The extraordinary differential between a 15% tax rate on capital gains, dividends, and carried interest for capitalists, and the 35% top marginal rate on work for ordinary Americans is a privilege that is hard to justify without just a touch of deification 

We’ve had it backward for the last 30 years. Rich businesspeople like me don’t create jobs. Rather they are a consequence of an eco-systemic  feedback loop animated by middle-class consumers, and when they thrive, businesses grow and hire, and owners profit. That’s why taxing the rich to pay for investments that benefit all is a great deal for both the middle class and the rich.

So here’s an idea worth spreading. In a capitalist economy, the true job creators are consumers, the middle class.  And taxing the rich to make investments that grow the middle class, is the single smartest thing we can do for the middle class, the poor and the rich.”

While there is something a little clunky about Hanauer’s argument, including that the person who can make wealth, can also utilise that wealth for purposeful means that create jobs and assist the progress of civilisation. Nonetheless, there is sense in his demand for a democratic system of governance in which taxation rates are progressive according to wealth creation. If we take the principle that everyone in a democratic system admits to paying a equitable share of the wealth they have drawn from the nation of resources, then equity demands that the return from wealthy people to the commonweal will be proportionally greater than from the poorer people. In fact, the social contract in democracy would see people like Nick Hanauer increasingly volunteering their money to the commonweal. A progressive taxation rate might be based on a formula in which the lowest 10% income earners pay zero tax, the next 30 % pay 20% tax, the next 30% pay 40 %, and the highest 30% pay 60%.  This system pragmatically, as in the Australian system, precludes tax on that first increment (as per the lowest 10%) for everyone. Certainly I agree with tax deductions for the costs of running business and employment. And so, even at the upper level, the wealthier person is accumulating significant dollars.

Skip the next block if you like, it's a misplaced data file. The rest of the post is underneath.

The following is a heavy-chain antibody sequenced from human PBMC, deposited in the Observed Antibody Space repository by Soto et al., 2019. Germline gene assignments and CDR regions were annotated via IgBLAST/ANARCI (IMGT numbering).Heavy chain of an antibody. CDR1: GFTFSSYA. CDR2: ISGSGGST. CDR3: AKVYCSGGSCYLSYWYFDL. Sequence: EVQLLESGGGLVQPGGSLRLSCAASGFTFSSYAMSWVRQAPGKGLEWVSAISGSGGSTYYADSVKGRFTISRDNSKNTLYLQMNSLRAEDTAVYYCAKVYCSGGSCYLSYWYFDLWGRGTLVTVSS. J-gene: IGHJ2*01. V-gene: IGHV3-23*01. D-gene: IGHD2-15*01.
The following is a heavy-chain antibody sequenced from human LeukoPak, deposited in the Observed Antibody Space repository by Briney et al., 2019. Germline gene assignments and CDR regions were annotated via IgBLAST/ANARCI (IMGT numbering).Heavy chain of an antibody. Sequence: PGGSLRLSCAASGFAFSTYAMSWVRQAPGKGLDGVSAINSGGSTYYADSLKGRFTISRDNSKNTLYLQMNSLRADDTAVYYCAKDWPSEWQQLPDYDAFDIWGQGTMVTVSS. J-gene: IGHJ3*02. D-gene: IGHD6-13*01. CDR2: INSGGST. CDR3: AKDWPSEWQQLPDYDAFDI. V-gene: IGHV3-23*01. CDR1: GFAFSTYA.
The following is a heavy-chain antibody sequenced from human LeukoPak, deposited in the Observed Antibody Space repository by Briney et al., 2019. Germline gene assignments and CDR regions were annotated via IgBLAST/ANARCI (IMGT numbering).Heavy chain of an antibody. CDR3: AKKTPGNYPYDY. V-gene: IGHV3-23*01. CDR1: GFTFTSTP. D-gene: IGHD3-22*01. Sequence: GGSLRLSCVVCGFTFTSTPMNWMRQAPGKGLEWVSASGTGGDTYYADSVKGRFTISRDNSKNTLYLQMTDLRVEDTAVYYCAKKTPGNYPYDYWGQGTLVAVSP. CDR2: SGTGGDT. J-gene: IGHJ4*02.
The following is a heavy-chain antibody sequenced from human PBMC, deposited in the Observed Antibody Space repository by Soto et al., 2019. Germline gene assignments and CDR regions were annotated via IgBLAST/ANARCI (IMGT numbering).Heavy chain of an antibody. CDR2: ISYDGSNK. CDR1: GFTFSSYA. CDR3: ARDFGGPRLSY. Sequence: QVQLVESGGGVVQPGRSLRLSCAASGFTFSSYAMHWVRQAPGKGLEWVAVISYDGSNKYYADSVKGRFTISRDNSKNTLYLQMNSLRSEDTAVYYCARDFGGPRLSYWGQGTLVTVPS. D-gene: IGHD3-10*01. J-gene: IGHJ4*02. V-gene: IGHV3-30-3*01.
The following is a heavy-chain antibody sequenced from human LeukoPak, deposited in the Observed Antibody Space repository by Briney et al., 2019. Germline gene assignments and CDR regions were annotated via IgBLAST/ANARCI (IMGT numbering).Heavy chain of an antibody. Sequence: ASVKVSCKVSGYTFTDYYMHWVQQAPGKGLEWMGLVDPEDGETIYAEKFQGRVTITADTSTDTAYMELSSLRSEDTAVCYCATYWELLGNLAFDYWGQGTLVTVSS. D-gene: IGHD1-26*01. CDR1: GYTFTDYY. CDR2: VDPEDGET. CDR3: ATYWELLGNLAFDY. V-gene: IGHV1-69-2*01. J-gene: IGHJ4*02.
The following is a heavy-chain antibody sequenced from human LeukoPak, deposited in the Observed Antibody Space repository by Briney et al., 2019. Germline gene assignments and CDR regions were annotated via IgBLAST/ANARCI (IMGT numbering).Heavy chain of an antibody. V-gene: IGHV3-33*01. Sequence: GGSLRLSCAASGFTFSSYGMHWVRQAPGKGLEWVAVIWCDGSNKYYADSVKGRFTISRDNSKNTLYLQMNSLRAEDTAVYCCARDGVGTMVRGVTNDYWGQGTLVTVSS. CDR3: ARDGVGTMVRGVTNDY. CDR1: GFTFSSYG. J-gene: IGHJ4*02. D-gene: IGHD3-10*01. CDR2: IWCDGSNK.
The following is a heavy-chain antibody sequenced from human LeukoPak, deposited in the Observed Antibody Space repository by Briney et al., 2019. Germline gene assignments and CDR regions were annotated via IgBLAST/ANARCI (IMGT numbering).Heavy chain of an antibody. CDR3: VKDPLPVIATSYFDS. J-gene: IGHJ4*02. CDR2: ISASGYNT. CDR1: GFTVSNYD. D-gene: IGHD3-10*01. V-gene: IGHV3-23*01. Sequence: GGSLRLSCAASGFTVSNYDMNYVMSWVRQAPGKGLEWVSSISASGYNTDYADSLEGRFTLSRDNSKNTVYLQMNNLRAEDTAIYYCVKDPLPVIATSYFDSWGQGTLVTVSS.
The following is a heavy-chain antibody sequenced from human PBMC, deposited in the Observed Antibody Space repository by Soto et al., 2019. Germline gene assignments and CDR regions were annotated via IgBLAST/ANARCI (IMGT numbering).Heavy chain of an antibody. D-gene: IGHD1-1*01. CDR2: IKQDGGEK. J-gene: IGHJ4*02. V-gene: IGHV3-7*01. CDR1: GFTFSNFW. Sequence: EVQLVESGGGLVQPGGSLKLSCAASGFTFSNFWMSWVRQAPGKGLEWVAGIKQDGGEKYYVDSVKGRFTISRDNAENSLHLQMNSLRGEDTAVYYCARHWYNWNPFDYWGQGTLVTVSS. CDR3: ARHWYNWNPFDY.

Meanwhile the progressive tax system creates a huge feedback loop into public services and infrastructures, assisting the nation in times of downturning economic times, and in steering a nation’s socio-economic direction toward ‘greener’ pastures. Ironically, it is toward ‘greener’ pastures that all modern economies require steering this century.  How the taxation system can be used to steer that course is another important discussion. Regardless, I would suggest that the total taxes paid by an individual (including a company) should not be much less or at all higher than I have suggested here. It’s leverage would be only to create small percentages of rewards for change of economic behaviour. For the wealthy who need to lead economic changes, even small percentage changes amount to great increase in wealth, so any rewards must be discrete indeed.